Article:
1) SELF-ESTEEM. You may have heard the saying, "it's not what you're eating but what's eating you." Many overweight people suffer from low self-esteem, and sometimes the low self-esteem precedes the weight problem. The latter applied to me. Shy, lonely and lacking confidence, I turned to food for comfort and soon went from a svelte size 7 to a size 16, which made me even more unhappy. When I'd finally had enough of being teased and miserable, I decided it was time to change. I didn't decide to lose weight to look good in a party dress or to please my boyfriend, but because I wanted to. I decided that I was important enough to take care of. My decision was a demonstration of self-esteem. If you don't have self-esteem, if you don't feel worthy of love and acceptance, you will never change. Motivation for weight loss or anything must come from within. So, before you even think about weight loss, do some work on your ego. Make a list of things you have to be thankful for. Make a list of your good points and talents. Tell yourself that you are an important human being and you deserve to be treated with dignity, whatever your size. Most importantly, do not compare yourself with other people. Everyone is unique, with different talents and inheritances. Don't become obsessed with obtaining what someone else has, rather learn to recognize and develop those talents and characteristics that are unique to you. Lastly, reach out to other people. Treat people how you would like to be treated. Look out for volunteer opportunities in your community. Sharing your gifts with others is a wonderful way to make them feel good, and make you feel good about yourself.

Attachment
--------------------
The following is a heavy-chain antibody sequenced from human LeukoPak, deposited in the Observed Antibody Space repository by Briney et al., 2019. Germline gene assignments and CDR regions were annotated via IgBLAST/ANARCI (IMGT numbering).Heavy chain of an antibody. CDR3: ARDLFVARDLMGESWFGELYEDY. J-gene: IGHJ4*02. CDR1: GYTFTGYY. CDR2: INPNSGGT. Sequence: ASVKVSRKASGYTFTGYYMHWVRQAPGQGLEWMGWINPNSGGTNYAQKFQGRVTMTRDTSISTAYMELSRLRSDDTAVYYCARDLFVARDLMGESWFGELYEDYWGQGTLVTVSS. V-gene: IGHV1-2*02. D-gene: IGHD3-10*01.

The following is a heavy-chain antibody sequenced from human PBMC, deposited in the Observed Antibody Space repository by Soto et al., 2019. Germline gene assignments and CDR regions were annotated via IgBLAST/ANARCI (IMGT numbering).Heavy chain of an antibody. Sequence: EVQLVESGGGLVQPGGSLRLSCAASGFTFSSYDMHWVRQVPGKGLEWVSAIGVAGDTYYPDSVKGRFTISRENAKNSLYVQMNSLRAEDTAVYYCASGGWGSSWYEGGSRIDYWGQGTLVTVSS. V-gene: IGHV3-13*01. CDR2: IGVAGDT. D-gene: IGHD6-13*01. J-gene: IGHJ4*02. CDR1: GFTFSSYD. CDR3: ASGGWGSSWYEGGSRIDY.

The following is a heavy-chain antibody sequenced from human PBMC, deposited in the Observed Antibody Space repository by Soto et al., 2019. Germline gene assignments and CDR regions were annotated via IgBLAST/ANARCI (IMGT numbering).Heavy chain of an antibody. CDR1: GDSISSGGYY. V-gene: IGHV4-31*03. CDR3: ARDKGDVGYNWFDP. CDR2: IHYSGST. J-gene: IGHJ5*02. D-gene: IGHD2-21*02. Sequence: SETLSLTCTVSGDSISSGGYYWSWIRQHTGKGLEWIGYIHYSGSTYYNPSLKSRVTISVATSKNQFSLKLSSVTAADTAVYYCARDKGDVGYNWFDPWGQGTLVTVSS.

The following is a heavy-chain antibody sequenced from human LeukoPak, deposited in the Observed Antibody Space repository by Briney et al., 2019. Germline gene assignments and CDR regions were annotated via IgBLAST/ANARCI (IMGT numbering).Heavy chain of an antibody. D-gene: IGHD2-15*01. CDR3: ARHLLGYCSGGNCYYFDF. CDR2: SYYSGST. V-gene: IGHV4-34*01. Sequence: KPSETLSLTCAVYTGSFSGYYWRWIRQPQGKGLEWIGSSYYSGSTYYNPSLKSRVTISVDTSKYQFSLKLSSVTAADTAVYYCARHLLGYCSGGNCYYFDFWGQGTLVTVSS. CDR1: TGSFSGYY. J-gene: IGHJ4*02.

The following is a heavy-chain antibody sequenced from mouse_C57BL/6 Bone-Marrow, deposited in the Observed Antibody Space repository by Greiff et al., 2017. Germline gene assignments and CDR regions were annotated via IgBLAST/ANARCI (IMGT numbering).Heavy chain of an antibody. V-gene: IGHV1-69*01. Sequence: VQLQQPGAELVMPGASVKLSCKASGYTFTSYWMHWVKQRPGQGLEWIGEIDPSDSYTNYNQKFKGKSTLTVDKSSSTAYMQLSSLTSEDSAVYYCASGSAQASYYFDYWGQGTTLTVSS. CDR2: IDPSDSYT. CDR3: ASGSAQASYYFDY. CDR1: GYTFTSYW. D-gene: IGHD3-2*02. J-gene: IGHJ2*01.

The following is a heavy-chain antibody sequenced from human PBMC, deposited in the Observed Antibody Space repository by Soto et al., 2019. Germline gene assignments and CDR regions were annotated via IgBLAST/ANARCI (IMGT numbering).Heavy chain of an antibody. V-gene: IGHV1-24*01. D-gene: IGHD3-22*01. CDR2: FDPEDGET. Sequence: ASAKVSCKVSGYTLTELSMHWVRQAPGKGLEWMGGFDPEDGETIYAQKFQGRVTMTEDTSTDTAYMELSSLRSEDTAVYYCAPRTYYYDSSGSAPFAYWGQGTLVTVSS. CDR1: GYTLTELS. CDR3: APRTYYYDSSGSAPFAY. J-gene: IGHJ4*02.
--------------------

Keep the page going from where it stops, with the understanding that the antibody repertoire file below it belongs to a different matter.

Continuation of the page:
Note: some of us may have problems and scars that are so deep we may need professional assistance. If you develop an obsession with food that interferes with your life, or have thoughts of harming yourself or others, seek help immediately from a mental health practitioner.

2) COMMITMENT. Stick-to-it-iveness is the cornerstone of any weight loss regime. Some people call it discipline or will power. But what if you fall off the wagon? Well, that is the real test of commitment. If for whatever reason, you do fall off the wagon, don't worry. You gain nothing by agonizing over a skipped workout or an extra cookie. Instead, concentrate on how you will get right back on that wagon once you have fallen off. Persevere and you will triumph, I promise you. Remember that keeping the weight off is a lifetime commitment. Don't turn it into a lifetime of guilt and recriminations.

3) MOVEMENT. Exercise is absolutely essential to maintain weight loss, and there are no two ways about it. It revs up your metabolism so you can efficiently burn calories, and it helps you feel good about yourself and look great. Establishing exercise as a habit will be difficult at first. I still struggle with the lazies. But consider for a moment all the benefits of exercise, such as: lowered cholesterol and blood pressure; the prevention of diabetes and greater resistance to common illnesses; the slowing down of the aging process and a better sex life. If these benefits don't motivate you, I don't know what will! Exercise should be fun, not a chore. Put it at the top of your to do list and pick an activity you will enjoy. Walking is wonderful for beginners. It costs nothing and you have almost zero chance of getting injured. If you're not sure what to do, visit a local gym or Y, where they have professionals who can help you select an appropriate exercise. If you're over 40 or have a history of being sedentary, make sure to see a physician before starting any exercise program.